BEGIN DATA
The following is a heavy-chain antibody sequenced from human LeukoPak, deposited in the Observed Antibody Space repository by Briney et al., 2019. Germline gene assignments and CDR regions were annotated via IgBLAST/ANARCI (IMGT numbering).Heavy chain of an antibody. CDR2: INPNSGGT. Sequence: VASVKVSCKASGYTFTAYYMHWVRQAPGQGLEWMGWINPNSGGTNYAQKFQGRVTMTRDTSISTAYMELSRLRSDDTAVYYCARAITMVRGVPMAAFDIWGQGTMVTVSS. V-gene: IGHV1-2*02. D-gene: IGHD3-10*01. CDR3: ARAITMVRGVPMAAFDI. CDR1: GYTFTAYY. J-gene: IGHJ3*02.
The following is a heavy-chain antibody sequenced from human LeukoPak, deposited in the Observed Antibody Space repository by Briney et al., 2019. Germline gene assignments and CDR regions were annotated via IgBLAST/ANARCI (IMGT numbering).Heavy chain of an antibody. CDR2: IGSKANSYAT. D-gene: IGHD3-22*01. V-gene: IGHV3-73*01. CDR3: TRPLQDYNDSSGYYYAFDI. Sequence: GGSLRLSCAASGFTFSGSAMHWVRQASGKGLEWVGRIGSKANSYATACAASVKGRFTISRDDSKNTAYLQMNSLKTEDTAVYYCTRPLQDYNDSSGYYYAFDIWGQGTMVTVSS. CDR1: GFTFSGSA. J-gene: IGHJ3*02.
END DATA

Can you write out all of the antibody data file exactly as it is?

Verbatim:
The following is a heavy-chain antibody sequenced from human LeukoPak, deposited in the Observed Antibody Space repository by Briney et al., 2019. Germline gene assignments and CDR regions were annotated via IgBLAST/ANARCI (IMGT numbering).Heavy chain of an antibody. CDR2: INPNSGGT. Sequence: VASVKVSCKASGYTFTAYYMHWVRQAPGQGLEWMGWINPNSGGTNYAQKFQGRVTMTRDTSISTAYMELSRLRSDDTAVYYCARAITMVRGVPMAAFDIWGQGTMVTVSS. V-gene: IGHV1-2*02. D-gene: IGHD3-10*01. CDR3: ARAITMVRGVPMAAFDI. CDR1: GYTFTAYY. J-gene: IGHJ3*02.
The following is a heavy-chain antibody sequenced from human LeukoPak, deposited in the Observed Antibody Space repository by Briney et al., 2019. Germline gene assignments and CDR regions were annotated via IgBLAST/ANARCI (IMGT numbering).Heavy chain of an antibody. CDR2: IGSKANSYAT. D-gene: IGHD3-22*01. V-gene: IGHV3-73*01. CDR3: TRPLQDYNDSSGYYYAFDI. Sequence: GGSLRLSCAASGFTFSGSAMHWVRQASGKGLEWVGRIGSKANSYATACAASVKGRFTISRDDSKNTAYLQMNSLKTEDTAVYYCTRPLQDYNDSSGYYYAFDIWGQGTMVTVSS. CDR1: GFTFSGSA. J-gene: IGHJ3*02.